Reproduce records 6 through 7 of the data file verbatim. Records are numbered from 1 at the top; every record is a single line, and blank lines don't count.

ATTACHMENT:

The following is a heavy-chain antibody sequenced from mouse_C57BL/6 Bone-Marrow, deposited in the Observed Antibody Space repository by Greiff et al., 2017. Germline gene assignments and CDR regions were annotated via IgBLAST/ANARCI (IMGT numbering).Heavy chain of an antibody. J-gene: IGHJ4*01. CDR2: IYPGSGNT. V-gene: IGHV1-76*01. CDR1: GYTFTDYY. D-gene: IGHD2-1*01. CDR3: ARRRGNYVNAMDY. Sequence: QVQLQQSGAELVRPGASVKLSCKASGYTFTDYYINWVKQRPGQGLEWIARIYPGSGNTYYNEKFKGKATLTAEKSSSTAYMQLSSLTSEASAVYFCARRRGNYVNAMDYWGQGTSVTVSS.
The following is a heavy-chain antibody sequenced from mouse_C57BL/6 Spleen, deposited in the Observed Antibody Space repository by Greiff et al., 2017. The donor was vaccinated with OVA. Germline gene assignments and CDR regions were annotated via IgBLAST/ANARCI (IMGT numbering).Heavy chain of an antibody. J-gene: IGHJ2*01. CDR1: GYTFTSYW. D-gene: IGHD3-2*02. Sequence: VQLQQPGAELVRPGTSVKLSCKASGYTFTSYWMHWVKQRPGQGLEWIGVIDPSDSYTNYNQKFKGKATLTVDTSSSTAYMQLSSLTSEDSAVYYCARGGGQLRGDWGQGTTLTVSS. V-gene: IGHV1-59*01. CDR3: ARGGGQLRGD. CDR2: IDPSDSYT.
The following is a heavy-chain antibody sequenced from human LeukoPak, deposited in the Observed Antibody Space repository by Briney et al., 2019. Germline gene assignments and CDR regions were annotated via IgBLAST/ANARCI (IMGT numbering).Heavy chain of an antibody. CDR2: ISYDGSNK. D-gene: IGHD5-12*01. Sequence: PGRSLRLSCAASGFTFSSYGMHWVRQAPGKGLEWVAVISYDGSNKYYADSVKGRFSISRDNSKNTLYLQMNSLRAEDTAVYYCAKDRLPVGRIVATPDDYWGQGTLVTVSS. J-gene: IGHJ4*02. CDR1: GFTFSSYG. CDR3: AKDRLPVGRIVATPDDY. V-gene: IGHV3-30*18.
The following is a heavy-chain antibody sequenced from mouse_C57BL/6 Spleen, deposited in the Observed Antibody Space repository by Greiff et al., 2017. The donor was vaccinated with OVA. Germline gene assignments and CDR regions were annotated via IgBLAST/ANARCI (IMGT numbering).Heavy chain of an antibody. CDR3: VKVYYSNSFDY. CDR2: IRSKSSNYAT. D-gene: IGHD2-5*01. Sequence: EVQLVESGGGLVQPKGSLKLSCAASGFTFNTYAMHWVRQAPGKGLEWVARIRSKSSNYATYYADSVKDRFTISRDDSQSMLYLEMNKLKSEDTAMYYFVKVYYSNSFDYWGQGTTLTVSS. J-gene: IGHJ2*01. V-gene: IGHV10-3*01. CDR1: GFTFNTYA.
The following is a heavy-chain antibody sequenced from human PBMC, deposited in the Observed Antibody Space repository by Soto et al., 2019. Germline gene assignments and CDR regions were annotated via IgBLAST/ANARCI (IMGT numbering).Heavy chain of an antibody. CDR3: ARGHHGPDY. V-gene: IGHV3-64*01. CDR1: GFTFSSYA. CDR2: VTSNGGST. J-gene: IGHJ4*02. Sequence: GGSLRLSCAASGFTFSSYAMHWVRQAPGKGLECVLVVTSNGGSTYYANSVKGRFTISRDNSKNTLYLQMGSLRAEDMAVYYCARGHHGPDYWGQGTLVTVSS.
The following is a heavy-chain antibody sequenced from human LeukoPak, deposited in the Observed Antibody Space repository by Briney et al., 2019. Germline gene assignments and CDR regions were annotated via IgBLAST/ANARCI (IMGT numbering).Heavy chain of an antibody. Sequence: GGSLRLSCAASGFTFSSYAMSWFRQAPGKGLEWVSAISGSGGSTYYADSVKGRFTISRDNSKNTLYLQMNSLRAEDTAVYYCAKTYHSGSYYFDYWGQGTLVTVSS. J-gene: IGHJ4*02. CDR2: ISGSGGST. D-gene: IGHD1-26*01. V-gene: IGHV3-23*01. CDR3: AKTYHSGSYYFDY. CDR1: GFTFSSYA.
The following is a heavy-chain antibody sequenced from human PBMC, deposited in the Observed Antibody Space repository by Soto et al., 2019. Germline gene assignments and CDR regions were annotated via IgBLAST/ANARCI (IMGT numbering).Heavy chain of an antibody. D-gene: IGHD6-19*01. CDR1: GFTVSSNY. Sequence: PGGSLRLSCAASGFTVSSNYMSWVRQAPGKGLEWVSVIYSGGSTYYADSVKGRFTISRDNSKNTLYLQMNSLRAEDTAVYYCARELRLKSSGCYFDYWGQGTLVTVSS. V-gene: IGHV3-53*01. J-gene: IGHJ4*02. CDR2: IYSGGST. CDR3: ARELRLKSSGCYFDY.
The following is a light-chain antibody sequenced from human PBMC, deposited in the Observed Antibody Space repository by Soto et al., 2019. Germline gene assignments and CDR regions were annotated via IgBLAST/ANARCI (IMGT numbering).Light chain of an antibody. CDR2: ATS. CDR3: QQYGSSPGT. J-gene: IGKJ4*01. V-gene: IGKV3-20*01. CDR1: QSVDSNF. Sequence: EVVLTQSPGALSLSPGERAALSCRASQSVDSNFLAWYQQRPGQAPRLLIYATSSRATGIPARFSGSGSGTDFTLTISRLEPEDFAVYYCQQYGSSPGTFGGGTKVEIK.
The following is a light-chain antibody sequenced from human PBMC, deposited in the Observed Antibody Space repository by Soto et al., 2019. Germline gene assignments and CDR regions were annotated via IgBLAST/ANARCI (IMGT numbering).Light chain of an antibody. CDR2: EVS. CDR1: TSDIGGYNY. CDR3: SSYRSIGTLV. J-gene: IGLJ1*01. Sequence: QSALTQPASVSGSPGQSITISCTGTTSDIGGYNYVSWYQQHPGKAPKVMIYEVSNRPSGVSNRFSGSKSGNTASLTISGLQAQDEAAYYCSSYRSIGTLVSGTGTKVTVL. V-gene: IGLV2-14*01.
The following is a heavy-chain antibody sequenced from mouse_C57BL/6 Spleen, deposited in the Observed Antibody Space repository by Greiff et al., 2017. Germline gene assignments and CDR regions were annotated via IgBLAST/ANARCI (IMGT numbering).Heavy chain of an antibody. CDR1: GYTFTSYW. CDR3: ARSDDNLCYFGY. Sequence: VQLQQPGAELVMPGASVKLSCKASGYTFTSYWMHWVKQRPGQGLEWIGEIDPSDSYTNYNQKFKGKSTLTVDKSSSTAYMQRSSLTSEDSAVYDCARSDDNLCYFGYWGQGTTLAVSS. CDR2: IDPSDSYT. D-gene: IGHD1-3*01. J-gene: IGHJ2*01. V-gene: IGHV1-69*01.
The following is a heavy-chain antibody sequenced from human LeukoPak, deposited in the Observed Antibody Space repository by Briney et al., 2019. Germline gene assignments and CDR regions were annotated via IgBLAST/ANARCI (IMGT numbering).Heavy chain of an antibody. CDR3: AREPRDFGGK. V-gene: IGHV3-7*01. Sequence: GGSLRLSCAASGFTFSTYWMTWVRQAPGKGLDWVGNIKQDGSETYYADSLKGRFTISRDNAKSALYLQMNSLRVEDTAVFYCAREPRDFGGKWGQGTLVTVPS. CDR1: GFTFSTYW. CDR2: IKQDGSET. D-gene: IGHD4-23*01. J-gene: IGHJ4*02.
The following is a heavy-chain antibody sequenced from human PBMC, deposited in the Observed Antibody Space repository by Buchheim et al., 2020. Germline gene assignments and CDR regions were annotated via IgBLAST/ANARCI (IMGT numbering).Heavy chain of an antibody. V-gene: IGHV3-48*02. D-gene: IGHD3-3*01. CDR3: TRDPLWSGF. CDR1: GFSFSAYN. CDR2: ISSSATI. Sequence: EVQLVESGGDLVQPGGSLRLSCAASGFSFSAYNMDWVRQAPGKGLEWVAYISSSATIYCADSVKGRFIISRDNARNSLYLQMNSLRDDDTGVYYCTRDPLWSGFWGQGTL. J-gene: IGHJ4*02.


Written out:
The following is a heavy-chain antibody sequenced from human LeukoPak, deposited in the Observed Antibody Space repository by Briney et al., 2019. Germline gene assignments and CDR regions were annotated via IgBLAST/ANARCI (IMGT numbering).Heavy chain of an antibody. Sequence: GGSLRLSCAASGFTFSSYAMSWFRQAPGKGLEWVSAISGSGGSTYYADSVKGRFTISRDNSKNTLYLQMNSLRAEDTAVYYCAKTYHSGSYYFDYWGQGTLVTVSS. J-gene: IGHJ4*02. CDR2: ISGSGGST. D-gene: IGHD1-26*01. V-gene: IGHV3-23*01. CDR3: AKTYHSGSYYFDY. CDR1: GFTFSSYA.
The following is a heavy-chain antibody sequenced from human PBMC, deposited in the Observed Antibody Space repository by Soto et al., 2019. Germline gene assignments and CDR regions were annotated via IgBLAST/ANARCI (IMGT numbering).Heavy chain of an antibody. D-gene: IGHD6-19*01. CDR1: GFTVSSNY. Sequence: PGGSLRLSCAASGFTVSSNYMSWVRQAPGKGLEWVSVIYSGGSTYYADSVKGRFTISRDNSKNTLYLQMNSLRAEDTAVYYCARELRLKSSGCYFDYWGQGTLVTVSS. V-gene: IGHV3-53*01. J-gene: IGHJ4*02. CDR2: IYSGGST. CDR3: ARELRLKSSGCYFDY.